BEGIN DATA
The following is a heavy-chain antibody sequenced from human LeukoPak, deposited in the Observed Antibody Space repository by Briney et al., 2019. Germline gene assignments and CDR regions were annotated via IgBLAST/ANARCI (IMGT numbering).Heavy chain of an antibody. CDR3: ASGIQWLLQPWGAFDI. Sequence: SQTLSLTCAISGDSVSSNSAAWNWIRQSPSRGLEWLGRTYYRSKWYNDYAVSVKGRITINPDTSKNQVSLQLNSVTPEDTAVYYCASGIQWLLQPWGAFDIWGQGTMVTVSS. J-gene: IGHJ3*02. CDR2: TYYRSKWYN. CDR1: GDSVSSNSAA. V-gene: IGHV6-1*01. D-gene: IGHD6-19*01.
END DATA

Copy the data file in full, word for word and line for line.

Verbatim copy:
The following is a heavy-chain antibody sequenced from human LeukoPak, deposited in the Observed Antibody Space repository by Briney et al., 2019. Germline gene assignments and CDR regions were annotated via IgBLAST/ANARCI (IMGT numbering).Heavy chain of an antibody. CDR3: ASGIQWLLQPWGAFDI. Sequence: SQTLSLTCAISGDSVSSNSAAWNWIRQSPSRGLEWLGRTYYRSKWYNDYAVSVKGRITINPDTSKNQVSLQLNSVTPEDTAVYYCASGIQWLLQPWGAFDIWGQGTMVTVSS. J-gene: IGHJ3*02. CDR2: TYYRSKWYN. CDR1: GDSVSSNSAA. V-gene: IGHV6-1*01. D-gene: IGHD6-19*01.